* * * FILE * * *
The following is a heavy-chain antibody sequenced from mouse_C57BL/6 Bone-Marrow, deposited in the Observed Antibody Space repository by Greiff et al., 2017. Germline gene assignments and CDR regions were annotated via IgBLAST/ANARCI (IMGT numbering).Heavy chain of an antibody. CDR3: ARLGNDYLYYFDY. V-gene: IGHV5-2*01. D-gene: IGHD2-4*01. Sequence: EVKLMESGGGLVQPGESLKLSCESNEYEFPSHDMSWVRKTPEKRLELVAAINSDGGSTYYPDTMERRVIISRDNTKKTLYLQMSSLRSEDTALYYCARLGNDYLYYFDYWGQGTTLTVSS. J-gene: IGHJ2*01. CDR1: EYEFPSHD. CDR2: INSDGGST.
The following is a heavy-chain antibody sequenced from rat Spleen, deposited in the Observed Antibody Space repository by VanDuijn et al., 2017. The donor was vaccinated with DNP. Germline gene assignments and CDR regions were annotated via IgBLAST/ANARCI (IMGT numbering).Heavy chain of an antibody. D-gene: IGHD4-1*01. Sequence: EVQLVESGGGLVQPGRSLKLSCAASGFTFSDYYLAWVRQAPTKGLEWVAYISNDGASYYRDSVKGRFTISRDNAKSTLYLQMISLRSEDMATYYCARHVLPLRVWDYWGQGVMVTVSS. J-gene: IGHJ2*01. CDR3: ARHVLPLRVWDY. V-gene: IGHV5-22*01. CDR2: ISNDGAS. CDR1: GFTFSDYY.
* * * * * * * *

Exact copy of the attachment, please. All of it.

The following is a heavy-chain antibody sequenced from mouse_C57BL/6 Bone-Marrow, deposited in the Observed Antibody Space repository by Greiff et al., 2017. Germline gene assignments and CDR regions were annotated via IgBLAST/ANARCI (IMGT numbering).Heavy chain of an antibody. CDR3: ARLGNDYLYYFDY. V-gene: IGHV5-2*01. D-gene: IGHD2-4*01. Sequence: EVKLMESGGGLVQPGESLKLSCESNEYEFPSHDMSWVRKTPEKRLELVAAINSDGGSTYYPDTMERRVIISRDNTKKTLYLQMSSLRSEDTALYYCARLGNDYLYYFDYWGQGTTLTVSS. J-gene: IGHJ2*01. CDR1: EYEFPSHD. CDR2: INSDGGST.
The following is a heavy-chain antibody sequenced from rat Spleen, deposited in the Observed Antibody Space repository by VanDuijn et al., 2017. The donor was vaccinated with DNP. Germline gene assignments and CDR regions were annotated via IgBLAST/ANARCI (IMGT numbering).Heavy chain of an antibody. D-gene: IGHD4-1*01. Sequence: EVQLVESGGGLVQPGRSLKLSCAASGFTFSDYYLAWVRQAPTKGLEWVAYISNDGASYYRDSVKGRFTISRDNAKSTLYLQMISLRSEDMATYYCARHVLPLRVWDYWGQGVMVTVSS. J-gene: IGHJ2*01. CDR3: ARHVLPLRVWDY. V-gene: IGHV5-22*01. CDR2: ISNDGAS. CDR1: GFTFSDYY.